US5903500A - 1.8 volt output buffer on flash memories - Google Patents

1.8 volt output buffer on flash memories Download PDF

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US5903500A
US5903500A US08834032 US83403297A US5903500A US 5903500 A US5903500 A US 5903500A US 08834032 US08834032 US 08834032 US 83403297 A US83403297 A US 83403297A US 5903500 A US5903500 A US 5903500A
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memory
volts
high
power supply
output
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US08834032
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Wai Keung Tsang
Harry Q. Pon
Robert E. Larsen
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Micron Technology Inc
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Intel Corp
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    • GPHYSICS
    • G11INFORMATION STORAGE
    • G11CSTATIC STORES
    • G11C7/00Arrangements for writing information into, or reading information out from, a digital store
    • G11C7/10Input/output [I/O] data interface arrangements, e.g. I/O data control circuits, I/O data buffers
    • G11C7/1051Data output circuits, e.g. read-out amplifiers, data output buffers, data output registers, data output level conversion circuits
    • G11C7/1057Data output buffers, e.g. comprising level conversion circuits, circuits for adapting load
    • GPHYSICS
    • G11INFORMATION STORAGE
    • G11CSTATIC STORES
    • G11C16/00Erasable programmable read-only memories
    • G11C16/02Erasable programmable read-only memories electrically programmable
    • G11C16/06Auxiliary circuits, e.g. for writing into memory
    • G11C16/26Sensing or reading circuits; Data output circuits
    • GPHYSICS
    • G11INFORMATION STORAGE
    • G11CSTATIC STORES
    • G11C7/00Arrangements for writing information into, or reading information out from, a digital store
    • G11C7/10Input/output [I/O] data interface arrangements, e.g. I/O data control circuits, I/O data buffers
    • G11C7/1051Data output circuits, e.g. read-out amplifiers, data output buffers, data output registers, data output level conversion circuits

Abstract

A high-speed output buffer for a nonvolatile writeable memory is described. The high-speed output buffer receives signals from the nonvolatile writeable memory having a pair of logic levels. The high-speed output buffer provides output signals having a pair of logic levels that may differ from the pair of logic levels of the signal received from the nonvolatile writeable memory. The high-speed output buffer comprises two inverters, a pull-up device, and a circuit with a relatively low voltage drop. The circuit with the relatively low voltage drop causes the high-speed output buffer to receive signals having one pair of logic levels while providing high-speed output signals having another pair of logic levels which may differ from the pair of logic levels of the received signal. The high-speed output buffer is coupled to a different power supply output from the nonvolatile writeable memory. The high-speed output buffer uses input and output signals having logic levels compatible with complementary metal-oxide semiconductor (CMOS) technology.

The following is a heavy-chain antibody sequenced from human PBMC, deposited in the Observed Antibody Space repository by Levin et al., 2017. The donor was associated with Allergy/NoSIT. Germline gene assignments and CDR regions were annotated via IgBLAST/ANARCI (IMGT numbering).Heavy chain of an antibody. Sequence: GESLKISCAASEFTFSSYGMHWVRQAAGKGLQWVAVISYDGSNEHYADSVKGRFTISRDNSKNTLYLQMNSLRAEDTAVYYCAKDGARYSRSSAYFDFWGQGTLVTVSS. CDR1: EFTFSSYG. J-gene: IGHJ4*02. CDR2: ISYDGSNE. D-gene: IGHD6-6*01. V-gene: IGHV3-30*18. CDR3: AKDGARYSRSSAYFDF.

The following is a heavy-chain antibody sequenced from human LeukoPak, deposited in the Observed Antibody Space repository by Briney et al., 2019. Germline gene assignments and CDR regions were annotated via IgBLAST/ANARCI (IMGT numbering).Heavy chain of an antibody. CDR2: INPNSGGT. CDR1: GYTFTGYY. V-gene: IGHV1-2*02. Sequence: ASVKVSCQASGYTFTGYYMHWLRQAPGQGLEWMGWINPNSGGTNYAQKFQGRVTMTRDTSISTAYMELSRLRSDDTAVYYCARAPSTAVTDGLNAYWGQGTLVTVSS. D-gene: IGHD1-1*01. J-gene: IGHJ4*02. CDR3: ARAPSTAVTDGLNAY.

Description

FIELD OF THE INVENTION

This invention relates to systems including nonvolatile writeable memory. More particularly, this invention relates to interfacing a nonvolatile writeable memory device to an electronic system application.

BACKGROUND OF THE INVENTION

Many computing systems such as personal computers, automotive and airplane control, cellular phones, digital cameras, and handheld communication devices use nonvolatile writeable memories to store either data, or code, or both. Such nonvolatile writeable memories include Electrically Erasable Programmable Read-Only Memories ("EEPROMs") and flash Erasable and Electrically Programmable Read-Only Memories ("flash EPROMs" or "flash memories"). Nonvolatility is advantageous for allowing the computing system to retain its data and code when power is removed from the computing system. Thus, if the system is turned off or if there is a power failure, there is no loss of code or data.

The nonvolatile writeable memories often include a plurality of interconnected very large scale integration (VLSI) circuits. These VLSI circuits dissipate power in proportion to the nominal voltage swing of the binary signals applied to the circuits. The industry standard VLSI complementary metal-oxide-semiconductor (CMOS) circuits currently utilize two levels of input/output (I/O) signals, 1.8 volts and 3.0 volts. Generally, in those circuits utilizing the 1.8 volt signal level, a logic low state (logic "0") is represented by a signal level of 0 volts, and a logic high state (logic "1") is represented by a signal level of 1.8 volts. Generally, in those circuits utilizing the 3.0 volt signal level, a logic low state (logic "0") is represented by a signal level of 0 volts, and a logic high state (logic "1") is represented by a signal level of 3.0 volts. Therefore, the VLSI CMOS circuits are attractive for use in digital circuits because of lower power consumption. As the rail-to-rail voltage swing of standard CMOS circuits utilizing the 3.0 volt signal level tends to cause such circuits to dissipate excessive amounts of power and energy over CMOS circuits utilizing the 1.8 volt signal level, the 1.8 volt CMOS circuit would be preferred in an application requiring reduced power consumption.